European lawmakers are waving research data under web services’ noses, in their ongoing efforts to legislate safeguards for those who use social networks and other websites…
“Only two social networking sites (Bebo and MySpace) … have default settings to make minors’ profiles accessible only to their approved list of contacts,” according to a new report for the European Commission on implementing the continent-wide Safer Social Networking Principles, which were signed in 2009 by 21 services including Facebook.
The EC’s digital agenda VP Neelie Kroes, who now aims to revise the principles as a response, declared herself “disappointed” sites aren’t meeting this threshold. But 14 social networks tested do give minors age-appropriate safety information, respond to requests for help and prevent minors’ profiles from being searched via external search engines.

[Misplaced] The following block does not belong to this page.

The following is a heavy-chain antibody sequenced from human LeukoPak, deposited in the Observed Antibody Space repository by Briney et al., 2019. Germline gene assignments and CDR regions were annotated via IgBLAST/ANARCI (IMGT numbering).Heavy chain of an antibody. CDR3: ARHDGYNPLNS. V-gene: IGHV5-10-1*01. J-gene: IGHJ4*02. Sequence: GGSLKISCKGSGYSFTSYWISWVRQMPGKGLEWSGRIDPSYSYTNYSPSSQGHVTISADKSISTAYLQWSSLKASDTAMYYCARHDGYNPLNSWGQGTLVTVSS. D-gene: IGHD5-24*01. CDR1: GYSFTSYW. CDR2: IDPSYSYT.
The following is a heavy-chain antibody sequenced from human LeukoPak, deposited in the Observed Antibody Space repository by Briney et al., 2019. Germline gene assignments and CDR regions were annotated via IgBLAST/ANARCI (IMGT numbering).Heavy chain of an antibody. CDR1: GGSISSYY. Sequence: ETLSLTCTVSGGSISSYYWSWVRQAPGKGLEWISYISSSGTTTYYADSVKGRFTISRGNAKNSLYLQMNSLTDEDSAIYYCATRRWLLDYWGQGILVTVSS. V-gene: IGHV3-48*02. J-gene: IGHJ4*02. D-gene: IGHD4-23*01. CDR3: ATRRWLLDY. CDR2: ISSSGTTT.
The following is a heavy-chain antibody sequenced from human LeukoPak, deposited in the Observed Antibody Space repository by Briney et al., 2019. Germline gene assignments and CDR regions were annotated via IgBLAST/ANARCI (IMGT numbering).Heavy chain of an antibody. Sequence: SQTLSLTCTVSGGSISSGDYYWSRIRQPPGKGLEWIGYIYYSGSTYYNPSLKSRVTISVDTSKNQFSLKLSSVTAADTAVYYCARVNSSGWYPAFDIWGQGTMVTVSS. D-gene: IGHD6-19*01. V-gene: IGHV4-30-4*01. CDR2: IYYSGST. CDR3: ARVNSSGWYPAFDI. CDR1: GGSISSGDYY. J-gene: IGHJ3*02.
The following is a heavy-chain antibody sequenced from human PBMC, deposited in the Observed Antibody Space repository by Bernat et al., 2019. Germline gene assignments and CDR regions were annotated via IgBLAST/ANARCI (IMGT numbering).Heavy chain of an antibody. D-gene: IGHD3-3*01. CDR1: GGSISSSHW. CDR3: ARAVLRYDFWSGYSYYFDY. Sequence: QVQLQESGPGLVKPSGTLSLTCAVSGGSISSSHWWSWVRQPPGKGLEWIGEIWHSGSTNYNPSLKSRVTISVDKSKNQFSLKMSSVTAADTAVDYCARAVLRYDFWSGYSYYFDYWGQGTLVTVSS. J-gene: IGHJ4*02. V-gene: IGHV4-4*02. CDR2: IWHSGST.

It’s not just kids the EC is looking out for. According to a separate privacy survey commissioned by it, “70 percent (of social networkers and online shoppers) said they were concerned about how companies use this data and they think that they have only partial, if any, control of their own data. 74 percent want to give their specific consent before their data is collected and processed on the internet.”
In November, the EC declared it would strengthen its 16-year-old data protection directive to give consumers more control. One result was a recent ruling that web operators must explicitly inform users when their data is being kept in cookies.